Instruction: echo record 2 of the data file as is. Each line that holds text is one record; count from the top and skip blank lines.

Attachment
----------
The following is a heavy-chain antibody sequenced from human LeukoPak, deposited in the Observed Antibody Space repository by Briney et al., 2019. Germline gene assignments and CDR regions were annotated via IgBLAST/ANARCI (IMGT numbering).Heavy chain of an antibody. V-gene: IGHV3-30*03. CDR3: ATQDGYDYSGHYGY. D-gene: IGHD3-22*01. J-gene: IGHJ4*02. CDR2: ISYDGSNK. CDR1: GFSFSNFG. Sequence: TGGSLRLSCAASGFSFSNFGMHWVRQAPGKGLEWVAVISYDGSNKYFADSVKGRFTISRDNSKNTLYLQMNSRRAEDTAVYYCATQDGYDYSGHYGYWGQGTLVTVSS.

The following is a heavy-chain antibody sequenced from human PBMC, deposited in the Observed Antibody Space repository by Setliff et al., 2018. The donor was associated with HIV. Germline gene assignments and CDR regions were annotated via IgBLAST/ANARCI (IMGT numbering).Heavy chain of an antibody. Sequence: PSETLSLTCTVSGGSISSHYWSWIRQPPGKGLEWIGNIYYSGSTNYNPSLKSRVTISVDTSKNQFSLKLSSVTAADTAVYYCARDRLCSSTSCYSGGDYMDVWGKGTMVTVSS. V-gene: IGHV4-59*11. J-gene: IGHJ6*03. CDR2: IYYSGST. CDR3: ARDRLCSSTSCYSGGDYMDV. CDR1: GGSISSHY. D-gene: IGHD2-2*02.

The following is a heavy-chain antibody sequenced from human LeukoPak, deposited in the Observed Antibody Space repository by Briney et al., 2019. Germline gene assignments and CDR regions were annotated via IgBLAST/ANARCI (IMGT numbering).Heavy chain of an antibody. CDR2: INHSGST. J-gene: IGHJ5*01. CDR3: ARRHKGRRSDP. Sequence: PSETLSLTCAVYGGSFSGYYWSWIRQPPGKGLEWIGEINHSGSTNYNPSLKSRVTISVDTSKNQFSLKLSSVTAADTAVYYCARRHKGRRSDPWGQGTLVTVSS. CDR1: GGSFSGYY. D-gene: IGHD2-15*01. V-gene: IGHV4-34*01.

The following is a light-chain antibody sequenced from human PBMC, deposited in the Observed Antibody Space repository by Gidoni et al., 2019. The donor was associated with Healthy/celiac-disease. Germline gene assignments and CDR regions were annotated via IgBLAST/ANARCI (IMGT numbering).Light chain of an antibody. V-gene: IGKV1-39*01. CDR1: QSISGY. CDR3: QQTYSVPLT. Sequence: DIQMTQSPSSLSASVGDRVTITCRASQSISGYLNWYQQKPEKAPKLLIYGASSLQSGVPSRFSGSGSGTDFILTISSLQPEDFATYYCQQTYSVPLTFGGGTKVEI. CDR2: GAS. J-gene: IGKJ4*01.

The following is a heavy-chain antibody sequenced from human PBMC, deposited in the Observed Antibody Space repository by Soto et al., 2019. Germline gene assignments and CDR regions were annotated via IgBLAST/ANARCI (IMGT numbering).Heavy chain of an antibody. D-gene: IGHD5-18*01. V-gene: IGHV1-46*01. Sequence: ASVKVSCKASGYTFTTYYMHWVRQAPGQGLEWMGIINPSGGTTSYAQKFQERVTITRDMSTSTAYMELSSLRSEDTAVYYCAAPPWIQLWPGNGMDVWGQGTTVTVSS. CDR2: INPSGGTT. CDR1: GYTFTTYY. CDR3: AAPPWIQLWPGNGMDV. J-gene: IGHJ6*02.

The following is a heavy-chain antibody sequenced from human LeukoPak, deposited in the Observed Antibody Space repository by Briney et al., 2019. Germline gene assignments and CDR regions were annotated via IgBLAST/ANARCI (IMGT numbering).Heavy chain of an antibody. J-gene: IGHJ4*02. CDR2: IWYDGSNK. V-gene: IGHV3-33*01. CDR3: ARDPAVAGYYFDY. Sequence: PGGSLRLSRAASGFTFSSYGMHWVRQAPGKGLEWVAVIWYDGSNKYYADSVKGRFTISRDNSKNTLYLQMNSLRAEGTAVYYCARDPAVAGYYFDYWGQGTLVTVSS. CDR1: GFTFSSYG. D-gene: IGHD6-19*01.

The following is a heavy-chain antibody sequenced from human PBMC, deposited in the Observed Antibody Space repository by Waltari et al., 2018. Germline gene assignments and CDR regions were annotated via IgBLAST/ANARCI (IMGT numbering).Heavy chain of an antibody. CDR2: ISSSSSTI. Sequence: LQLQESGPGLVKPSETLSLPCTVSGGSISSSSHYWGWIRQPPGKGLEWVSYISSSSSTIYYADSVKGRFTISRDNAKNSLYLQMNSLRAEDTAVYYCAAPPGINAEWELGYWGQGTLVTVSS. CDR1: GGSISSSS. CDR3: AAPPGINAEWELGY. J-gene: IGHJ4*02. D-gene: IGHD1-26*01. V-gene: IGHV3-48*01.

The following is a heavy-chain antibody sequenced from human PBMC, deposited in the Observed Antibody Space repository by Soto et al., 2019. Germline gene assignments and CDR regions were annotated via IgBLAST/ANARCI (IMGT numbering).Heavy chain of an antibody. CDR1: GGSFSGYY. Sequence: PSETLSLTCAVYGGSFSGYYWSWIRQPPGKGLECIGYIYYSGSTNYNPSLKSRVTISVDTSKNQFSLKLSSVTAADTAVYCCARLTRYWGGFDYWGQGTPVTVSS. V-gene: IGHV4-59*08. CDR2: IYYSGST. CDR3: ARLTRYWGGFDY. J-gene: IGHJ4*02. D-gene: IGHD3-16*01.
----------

The following is a heavy-chain antibody sequenced from human PBMC, deposited in the Observed Antibody Space repository by Setliff et al., 2018. The donor was associated with HIV. Germline gene assignments and CDR regions were annotated via IgBLAST/ANARCI (IMGT numbering).Heavy chain of an antibody. Sequence: PSETLSLTCTVSGGSISSHYWSWIRQPPGKGLEWIGNIYYSGSTNYNPSLKSRVTISVDTSKNQFSLKLSSVTAADTAVYYCARDRLCSSTSCYSGGDYMDVWGKGTMVTVSS. V-gene: IGHV4-59*11. J-gene: IGHJ6*03. CDR2: IYYSGST. CDR3: ARDRLCSSTSCYSGGDYMDV. CDR1: GGSISSHY. D-gene: IGHD2-2*02.